2
$\begingroup$

I don't know if was in the literature a characterization of the solutions for pair of integers $(x,y)$ of the equation $$\varphi(2+\varphi(x))=2^{y-1},\tag{1}$$ where $\varphi(n)$ denotes the Euler's totient function and we consider that our integers satisfy $x\geq 1$ and $y\geq 2$.

Since I've created the equation with the purpose to get a relationship with numbers related with constructible polygons, and Mersenne primes I've the following basic facts of our equation $(1)$.

Claim 1. Each Mersenne prime $x=2^p-1$ satisfies $(1)$. That is, if we know a Mersenne prime $x=2^p-1$ then $$(x,y)=(2^p-1,p)$$ is a solution of $(1)$.$\square$

Because we know the relationship of Fermat primes and the power of two (and the Euler's totient function) and constructible polygons, see if you want this Wikipedia, or from [1] as Theorem 4.3 and Theorem 4.5, one deduce next.

Claim 2. If $(x,y)$ is a solution of $(1)$ then $$2+\varphi(x)=2^k\cdot(\text{ a product of distinct Fermat primes}),\tag{2}$$ for some positive integer $k\geq 0$.$\square$

Question. A) Do you know if the equation $(1)$ and how get families of solutions of $(1)$ were in the literature? Please, then answer this question as a reference request and I try to search and read those propositions concerning the solutions of the equation $(1)$. B) In other case I would like to know if is it feasible to get such characterization? Can you find different sequences/families of solutions $(x',y')$ of our equation $(1)$? Can you provide us a remarkable computational fact to know what about the different solutions $(x,y)$ of the equation $(1)$? Many thanks.

Thus I understand that neither Claim 1 nor Claim 2 provide us a full characterization of the solutions of $(1)$. As I've said in the first paragraph I would like to know if this equation was in the literature (I've search in OEIS and I believe that there is no an entry about the sequence of $x$ in our pairs $(x,y)$; and I believe that the chain phi(2+phi(x)) isn't showed from the browser of the OEIS), I think that is a nice equation than maybe was studied. I doubt that it is possible to find a full characterization of the solutions of $(1)$, because I think it is a very difficult problem.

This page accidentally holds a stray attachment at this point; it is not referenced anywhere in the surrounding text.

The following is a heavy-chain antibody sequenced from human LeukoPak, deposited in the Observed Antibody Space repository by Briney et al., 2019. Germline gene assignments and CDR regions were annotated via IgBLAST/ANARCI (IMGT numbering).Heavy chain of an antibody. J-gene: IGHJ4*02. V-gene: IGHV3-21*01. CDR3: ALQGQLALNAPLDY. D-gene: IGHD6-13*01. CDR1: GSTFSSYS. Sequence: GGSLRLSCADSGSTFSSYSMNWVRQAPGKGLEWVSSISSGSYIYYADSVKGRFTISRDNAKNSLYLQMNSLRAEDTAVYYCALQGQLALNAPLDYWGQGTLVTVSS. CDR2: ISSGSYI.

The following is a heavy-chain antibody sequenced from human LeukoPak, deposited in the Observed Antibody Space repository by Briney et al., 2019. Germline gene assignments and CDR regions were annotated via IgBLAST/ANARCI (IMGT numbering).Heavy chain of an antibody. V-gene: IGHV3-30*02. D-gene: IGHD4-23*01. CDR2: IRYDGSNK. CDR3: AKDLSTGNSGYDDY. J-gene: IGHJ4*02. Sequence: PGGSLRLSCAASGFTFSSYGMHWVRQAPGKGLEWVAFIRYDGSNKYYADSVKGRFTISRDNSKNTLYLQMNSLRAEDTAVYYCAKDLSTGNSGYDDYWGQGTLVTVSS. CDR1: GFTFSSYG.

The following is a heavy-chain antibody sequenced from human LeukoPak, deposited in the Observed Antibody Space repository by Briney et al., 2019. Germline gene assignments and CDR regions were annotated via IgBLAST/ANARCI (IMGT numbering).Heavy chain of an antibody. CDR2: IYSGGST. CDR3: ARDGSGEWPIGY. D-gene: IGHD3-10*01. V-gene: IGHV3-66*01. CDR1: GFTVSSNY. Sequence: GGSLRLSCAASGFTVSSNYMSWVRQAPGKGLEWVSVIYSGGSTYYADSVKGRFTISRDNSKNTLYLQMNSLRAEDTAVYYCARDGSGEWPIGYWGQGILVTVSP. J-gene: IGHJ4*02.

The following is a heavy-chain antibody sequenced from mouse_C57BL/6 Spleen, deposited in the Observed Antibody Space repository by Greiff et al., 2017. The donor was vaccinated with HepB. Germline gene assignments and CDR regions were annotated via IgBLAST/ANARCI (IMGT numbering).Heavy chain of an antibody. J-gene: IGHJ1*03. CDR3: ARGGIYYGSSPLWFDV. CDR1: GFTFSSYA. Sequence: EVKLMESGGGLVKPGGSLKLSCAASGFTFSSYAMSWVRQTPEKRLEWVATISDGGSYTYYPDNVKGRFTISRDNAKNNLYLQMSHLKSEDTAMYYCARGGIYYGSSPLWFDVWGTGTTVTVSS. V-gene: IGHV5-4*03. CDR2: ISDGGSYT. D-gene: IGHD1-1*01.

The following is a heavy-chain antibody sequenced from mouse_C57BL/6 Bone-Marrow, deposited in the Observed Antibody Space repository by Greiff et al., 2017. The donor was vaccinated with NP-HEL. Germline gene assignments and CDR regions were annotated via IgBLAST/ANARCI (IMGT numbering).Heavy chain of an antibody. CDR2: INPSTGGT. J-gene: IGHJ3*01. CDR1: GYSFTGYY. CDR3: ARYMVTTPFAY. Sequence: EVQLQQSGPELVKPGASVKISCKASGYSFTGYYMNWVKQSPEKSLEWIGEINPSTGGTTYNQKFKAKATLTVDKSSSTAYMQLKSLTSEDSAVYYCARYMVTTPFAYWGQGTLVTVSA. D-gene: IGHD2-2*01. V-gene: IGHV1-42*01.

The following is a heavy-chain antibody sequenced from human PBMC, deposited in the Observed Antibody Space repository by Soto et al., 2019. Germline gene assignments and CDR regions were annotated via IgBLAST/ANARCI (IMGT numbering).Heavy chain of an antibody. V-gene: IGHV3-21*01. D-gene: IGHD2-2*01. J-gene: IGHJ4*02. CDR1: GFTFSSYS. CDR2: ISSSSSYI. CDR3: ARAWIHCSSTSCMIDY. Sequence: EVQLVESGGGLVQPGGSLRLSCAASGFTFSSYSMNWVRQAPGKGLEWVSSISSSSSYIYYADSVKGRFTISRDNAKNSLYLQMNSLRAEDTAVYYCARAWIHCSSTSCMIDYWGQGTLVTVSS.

References:

[1] Křížek, and Luca and Somer, 17 Lectures on Fermat Numbers, CMS Books in Mathematics Springer-Verlag (2001).

$\endgroup$
  • 1
    $\begingroup$ With a computer, if you do a loop $x=1,2,3,4,5,\ldots$, you find many cases where $\varphi(2+\varphi(x))$ is a power of two, i.e. solutions to your equation. I agree it looks like that sequence of $x$ is not in OEIS. Terms below $100$ (ignoring the $y \ge 2$ condition) are: 1, 2, 3, 4, 5, 6, 7, 8, 9, 10, 11, 12, 14, 15, 16, 18, 19, 20, 22, 23, 24, 27, 29, 30, 31, 38, 46, 47, 51, 54, 58, 59, 62, 64, 67, 68, 79, 80, 94, 96 $\endgroup$ – Jeppe Stig Nielsen Feb 4 '18 at 14:39
  • 1
    $\begingroup$ The number of solutions (still with $y$ any integer) with $x<10^8$ is $371$. The last two of these are $98251370$ and $98252840$. $\endgroup$ – Jeppe Stig Nielsen Feb 4 '18 at 15:18
  • $\begingroup$ Many thanks for this great help, since I've calculated the first few terms, it is a surprise to me that there are only 371 soutions when $x$ runs over the segment $[1,10^8]$. Many thanks for your attention one more time @JeppeStigNielsen $\endgroup$ – user243301 Feb 4 '18 at 17:43
  • 1
    $\begingroup$ @user243301: there are just $27$ powers of $2$ in the interval $[1,10^8]$ and the function $\varphi(n)$ is, loosely speaking, weakly contractive, so it does not look so surprising to me. $\endgroup$ – Jack D'Aurizio Feb 4 '18 at 19:21
  • 1
    $\begingroup$ For $x<10^9$ the count of solutions is $426$. $\endgroup$ – Jeppe Stig Nielsen Feb 5 '18 at 22:19

Your Answer

By clicking “Post Your Answer”, you agree to our terms of service, privacy policy and cookie policy